"You don't recapture all of that initial investment but remember you've enjoyed the 'stress-free' benefits plus enough savings in just one or two years to cover the extra cost," Rohlik said. He said that generally in the resale of two similar used tractors, the one equipped with GPS technology sells first -- and for more bucks.

Despite the complexity of these electronic packages, Sullivan said John Deere's Green Star system is user-friendly, "as long as you put it together correctly." For example, they have the row command technology on their planters plus a row sensor on their combine headers that automatically does the same shut-off of row units in point-row situations. They're down to 2 1/2 acre grid analyses on their fields so precise inputs are even more practical.

Haug cautioned that glitches do occur, hence the special training of GPS technicians "so we can handle these problems rapidly. Often the glitch can even be corrected over the phone. Most farmers carry cell phones so may not even leave their combine cab or tractor cab to correct a particular electronic issue." Going forward he sees even more of this specialized instruction to farmers about new and specialized electronic systems, all geared to making production agriculture safer, easier, more efficient and more profitable.

Not bigger, but better equipment Haug doesn't visualize farm equipment getting much bigger, simply because the footprint eventually gets too large for road movement, but he does see more power being designed into the engines of future John Deere tractors. Because of precision farming he sees future improvements centering around how to better manage farm equipment.

A good example: the continual improvements and engineering versatility of John Deere planters such as row command, which permits on-the-go, in-the-row adjustments of planting rates, and the "central commodity" system that gives growers tremendous improvements in the ease and efficiency of handling seed.

Regarding future auto-steer packages, Rohlik said the RTK system is hot. "It's becoming more popular every year, especially for the farmer looking for repeatability in everything he's doing in his cropping program. You could spray in the same exact row tracks; run your combine in the same exact row tracks. It's popular for guys getting into strip tillage." If/when carbon credits become an important "trading commodity" GPS farming could take on even further dimensions.

To make RTK accuracy work regardless of what fields you are doing, Haug Implement has developed their own RTK network -- a series of nine, 100-foot tall towers -- which permits overlapping GPS accuracy regardless of where your rig is running within the five-county area of their Willmar and Litchfield stores. Other implement dealers across Minnesota are doing similar RTK network building to better serve their GPS farming world.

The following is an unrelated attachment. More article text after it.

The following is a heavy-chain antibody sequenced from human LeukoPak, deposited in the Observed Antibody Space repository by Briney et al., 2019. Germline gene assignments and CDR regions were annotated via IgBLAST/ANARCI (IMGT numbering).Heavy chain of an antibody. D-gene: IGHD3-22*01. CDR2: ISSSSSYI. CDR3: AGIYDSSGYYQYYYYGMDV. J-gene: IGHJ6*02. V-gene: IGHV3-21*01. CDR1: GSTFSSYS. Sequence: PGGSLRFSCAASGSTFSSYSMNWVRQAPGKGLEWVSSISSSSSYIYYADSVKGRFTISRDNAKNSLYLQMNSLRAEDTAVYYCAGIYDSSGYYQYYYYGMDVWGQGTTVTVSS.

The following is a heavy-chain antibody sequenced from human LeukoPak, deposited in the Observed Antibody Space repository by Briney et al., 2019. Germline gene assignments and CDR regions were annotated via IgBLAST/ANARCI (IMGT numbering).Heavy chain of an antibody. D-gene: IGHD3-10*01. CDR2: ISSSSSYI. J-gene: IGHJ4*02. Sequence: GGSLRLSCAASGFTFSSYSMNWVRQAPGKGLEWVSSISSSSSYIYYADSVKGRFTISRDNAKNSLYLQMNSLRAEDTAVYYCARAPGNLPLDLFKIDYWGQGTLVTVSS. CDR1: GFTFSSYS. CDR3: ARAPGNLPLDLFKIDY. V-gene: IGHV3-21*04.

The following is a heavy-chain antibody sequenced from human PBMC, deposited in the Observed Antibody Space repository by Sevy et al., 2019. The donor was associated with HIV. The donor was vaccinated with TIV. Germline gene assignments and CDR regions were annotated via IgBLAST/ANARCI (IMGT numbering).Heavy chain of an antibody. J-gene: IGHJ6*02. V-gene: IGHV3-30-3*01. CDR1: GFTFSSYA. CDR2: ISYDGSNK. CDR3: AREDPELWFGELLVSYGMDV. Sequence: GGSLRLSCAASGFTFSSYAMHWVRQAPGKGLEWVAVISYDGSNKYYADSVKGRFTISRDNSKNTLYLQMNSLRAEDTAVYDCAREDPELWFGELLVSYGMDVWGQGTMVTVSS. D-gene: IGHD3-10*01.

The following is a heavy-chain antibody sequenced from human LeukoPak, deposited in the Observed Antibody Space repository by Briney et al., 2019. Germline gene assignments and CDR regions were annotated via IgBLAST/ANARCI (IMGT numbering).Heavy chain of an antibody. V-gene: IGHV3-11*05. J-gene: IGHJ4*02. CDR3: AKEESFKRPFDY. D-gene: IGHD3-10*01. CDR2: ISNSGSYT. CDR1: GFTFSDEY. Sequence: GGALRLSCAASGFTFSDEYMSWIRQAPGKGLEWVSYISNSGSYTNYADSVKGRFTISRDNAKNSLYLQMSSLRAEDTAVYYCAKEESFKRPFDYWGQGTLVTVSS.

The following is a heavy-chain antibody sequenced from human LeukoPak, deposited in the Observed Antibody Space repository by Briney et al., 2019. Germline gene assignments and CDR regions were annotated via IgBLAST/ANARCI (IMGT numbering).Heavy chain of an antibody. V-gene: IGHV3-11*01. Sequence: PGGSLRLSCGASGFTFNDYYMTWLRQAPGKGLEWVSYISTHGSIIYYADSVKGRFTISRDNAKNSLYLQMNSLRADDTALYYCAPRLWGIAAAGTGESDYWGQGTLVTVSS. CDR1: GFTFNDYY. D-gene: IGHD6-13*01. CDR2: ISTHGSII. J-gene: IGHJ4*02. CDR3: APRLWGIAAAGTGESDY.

Farmers pay into the system to get the benefits. Rohlik said it's a one-time upfront cost of $3,900 into their RTK network plus yearly fees of $200 per "rover unit" on your equipment. Each tower in the Haug RTK system provides electronic accuracy within a 25-mile radius.

Sullivan likely speaks for many farmers in GPS farming when he said, "perhaps the biggest benefit is simply less stress on the operator. We all know that during the planting and harvesting crunch time, 16- to 18-hour days can happen. With GPS and auto steer, we can now do that schedule and stay both more relaxed and alert." He also now has 10 years of yield data on selected fields and that's a world of useful information when they chart planting rates, fertility programs, spray issues, etc.

GPS might even make harvesting easier. Relating to the harvest challenges this fall, if a combine was working a field with down corn, Sullivan said the RTK system showed the operator exactly where the rows should be and guided the combine accordingly.

Sullivan, 28, and a real student of GPS technology, said further improvements will be coming such as multiple RTK units in the same field being able to "talk to each other." Right now with two planters working the same field only one of the RTK units is going to work citing that if one planter unit did the headlands, only the auto shut-off system on that particular planter will work. The same challenge occurs with two combines harvesting the same field -- automatic shut-off at rows end will be working only on one of the combines.

So stay tuned. As helpful as GPS systems already have become, they will get better.

Kevin Paap, Minnesota Farm Bureau president and a GPS farmer, said "it's saving fuel. It's making us more efficient on every acre. And it's certainly less stressful. I think if you would have told me even 10 years ago that I would be in the field with a tractor that's steering itself, and while that's happening I'm on my Blackberry twittering a message to some elected official, I would have said 'you're nuts'. But that's the amazing technology at our fingertips today."